But what should I be doing in the meantime? Mustn’t we instead fully live in the world of the present? In answer to this question, Nibley’s response is short and direct:
Must we? Most people in the past have got along without the institutions which we think, for the moment, indispensable. And we are expressly commanded to get out of that business, says Brigham Young:
No one supposes for one moment that in heaven the adding railroads and factories, taking advantage one of another, gathering up the substance there is in heaven to aggrandize themselves, and that they live on the same principle that we are in the habit of doing. … No sectarian Christian in the world believes this; they believe that the inhabitants of heaven live as a family, that their faith, interests, and pursuits have one end to view—the glory of God and their own salvation, that they may receive more and more. … We all believe this, and suppose we get to work and imitate them as far as we can?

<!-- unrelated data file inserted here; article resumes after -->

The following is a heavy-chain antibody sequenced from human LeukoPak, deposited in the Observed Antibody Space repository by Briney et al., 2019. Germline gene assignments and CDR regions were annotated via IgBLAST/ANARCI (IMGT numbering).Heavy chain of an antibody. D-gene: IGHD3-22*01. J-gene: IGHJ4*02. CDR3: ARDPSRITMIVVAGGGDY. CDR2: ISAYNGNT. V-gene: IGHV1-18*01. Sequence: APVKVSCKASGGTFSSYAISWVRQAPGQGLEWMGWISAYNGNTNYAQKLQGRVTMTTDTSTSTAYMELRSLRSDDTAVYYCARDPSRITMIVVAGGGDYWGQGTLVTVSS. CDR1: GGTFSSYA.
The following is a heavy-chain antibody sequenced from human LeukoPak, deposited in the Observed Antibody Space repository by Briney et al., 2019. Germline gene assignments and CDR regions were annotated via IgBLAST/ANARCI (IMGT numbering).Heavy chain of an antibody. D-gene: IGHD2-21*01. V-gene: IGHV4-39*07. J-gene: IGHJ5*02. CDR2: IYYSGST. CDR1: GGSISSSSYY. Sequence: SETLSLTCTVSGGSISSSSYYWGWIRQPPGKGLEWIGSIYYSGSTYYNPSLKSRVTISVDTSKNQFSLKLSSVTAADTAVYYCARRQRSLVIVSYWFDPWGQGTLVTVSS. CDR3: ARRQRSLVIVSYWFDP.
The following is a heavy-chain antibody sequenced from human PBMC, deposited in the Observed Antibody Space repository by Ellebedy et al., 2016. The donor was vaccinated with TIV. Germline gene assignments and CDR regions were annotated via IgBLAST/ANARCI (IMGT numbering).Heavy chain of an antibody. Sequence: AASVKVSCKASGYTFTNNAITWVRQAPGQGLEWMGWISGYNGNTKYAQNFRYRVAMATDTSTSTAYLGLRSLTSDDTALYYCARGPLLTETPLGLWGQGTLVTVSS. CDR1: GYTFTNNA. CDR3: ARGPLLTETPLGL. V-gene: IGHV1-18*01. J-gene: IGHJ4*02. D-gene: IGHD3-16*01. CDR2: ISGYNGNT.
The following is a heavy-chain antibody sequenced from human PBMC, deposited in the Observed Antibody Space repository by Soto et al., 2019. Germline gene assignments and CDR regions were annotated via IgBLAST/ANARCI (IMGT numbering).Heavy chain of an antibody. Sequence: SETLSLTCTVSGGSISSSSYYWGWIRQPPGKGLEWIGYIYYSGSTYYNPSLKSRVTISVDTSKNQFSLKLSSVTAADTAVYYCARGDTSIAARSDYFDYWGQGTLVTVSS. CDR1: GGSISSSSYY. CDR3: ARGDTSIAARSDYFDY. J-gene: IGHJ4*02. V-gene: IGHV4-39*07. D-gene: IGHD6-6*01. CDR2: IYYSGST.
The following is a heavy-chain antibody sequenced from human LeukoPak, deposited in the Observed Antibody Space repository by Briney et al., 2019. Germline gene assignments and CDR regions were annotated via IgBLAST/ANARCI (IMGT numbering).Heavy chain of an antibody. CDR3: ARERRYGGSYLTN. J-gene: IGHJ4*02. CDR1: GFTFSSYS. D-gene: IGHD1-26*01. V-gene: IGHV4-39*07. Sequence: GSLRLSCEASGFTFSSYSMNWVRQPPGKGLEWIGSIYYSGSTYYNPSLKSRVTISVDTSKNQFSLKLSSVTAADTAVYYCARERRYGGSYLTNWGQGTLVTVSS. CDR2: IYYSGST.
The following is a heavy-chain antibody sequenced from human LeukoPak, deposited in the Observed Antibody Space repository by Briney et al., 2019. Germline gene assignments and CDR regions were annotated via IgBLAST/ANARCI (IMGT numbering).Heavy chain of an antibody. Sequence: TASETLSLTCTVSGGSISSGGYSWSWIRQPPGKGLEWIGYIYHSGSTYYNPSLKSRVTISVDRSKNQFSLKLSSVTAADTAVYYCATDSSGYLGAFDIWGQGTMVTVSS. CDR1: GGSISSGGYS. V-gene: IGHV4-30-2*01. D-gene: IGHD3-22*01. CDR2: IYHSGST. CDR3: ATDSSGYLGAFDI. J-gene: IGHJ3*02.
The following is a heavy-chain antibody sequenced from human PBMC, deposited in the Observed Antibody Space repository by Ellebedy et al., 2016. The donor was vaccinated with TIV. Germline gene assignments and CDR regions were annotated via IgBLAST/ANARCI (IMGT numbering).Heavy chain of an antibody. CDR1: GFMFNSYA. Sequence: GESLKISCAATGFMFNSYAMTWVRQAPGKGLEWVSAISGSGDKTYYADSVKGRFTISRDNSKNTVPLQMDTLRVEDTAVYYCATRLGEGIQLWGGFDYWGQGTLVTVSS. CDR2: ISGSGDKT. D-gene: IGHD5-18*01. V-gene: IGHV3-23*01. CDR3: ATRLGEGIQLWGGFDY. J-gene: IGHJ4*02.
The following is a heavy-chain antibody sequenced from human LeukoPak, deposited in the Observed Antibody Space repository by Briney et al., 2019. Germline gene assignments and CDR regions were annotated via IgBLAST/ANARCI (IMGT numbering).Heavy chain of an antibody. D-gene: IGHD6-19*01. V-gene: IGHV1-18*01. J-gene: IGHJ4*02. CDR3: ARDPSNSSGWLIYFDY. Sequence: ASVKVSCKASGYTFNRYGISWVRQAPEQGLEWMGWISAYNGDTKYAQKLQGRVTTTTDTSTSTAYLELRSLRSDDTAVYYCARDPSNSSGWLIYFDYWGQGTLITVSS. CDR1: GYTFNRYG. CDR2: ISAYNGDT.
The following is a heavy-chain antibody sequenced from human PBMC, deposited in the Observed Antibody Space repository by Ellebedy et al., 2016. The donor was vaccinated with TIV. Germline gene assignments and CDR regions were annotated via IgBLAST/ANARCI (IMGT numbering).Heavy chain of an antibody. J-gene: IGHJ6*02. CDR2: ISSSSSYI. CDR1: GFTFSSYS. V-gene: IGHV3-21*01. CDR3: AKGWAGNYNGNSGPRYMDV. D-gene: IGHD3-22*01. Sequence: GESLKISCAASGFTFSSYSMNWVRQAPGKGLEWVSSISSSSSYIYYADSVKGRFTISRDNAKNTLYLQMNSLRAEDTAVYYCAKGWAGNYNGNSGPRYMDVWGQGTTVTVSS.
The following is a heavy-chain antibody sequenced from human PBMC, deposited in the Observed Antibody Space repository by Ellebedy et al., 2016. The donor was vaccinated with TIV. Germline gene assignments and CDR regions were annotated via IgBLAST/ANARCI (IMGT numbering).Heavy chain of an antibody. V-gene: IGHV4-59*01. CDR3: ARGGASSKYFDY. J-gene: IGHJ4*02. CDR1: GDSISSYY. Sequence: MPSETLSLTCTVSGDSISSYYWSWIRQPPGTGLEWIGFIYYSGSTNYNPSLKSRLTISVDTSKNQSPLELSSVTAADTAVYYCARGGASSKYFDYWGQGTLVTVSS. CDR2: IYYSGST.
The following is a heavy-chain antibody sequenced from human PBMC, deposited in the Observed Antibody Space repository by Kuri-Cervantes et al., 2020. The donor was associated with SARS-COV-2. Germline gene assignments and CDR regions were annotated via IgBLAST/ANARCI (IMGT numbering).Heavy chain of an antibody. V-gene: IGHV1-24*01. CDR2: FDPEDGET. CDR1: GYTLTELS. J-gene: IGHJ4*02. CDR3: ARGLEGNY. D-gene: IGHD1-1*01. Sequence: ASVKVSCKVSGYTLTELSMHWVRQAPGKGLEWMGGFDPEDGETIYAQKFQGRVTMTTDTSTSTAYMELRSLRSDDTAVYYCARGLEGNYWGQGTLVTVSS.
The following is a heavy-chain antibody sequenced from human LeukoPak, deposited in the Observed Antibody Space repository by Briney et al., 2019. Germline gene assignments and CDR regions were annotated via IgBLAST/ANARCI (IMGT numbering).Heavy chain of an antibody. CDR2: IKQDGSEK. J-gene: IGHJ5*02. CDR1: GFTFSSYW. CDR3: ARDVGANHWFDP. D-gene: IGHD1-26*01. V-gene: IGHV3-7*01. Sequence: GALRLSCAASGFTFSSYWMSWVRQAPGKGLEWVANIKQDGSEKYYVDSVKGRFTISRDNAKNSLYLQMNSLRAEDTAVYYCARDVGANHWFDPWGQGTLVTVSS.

It is not too soon to begin right now. What are the things of eternity that we should consider even now?
This week, we are pleased to include a video remembrance about Hugh Nibley, recounted by Rebecca Nibley, his daughter. In “Swimming with My Dad,” we learn important things about the character and family life of Hugh Nibley, including the answer to his daughter’s question, “Daddy, do you ever pray when you are alone?”
Journal of Discourses. 26 vols. Liverpool and London, England: Latter-day Saints Book Depot, 1853-1886. Reprint, Salt Lake City, UT: Bookcraft, 1966.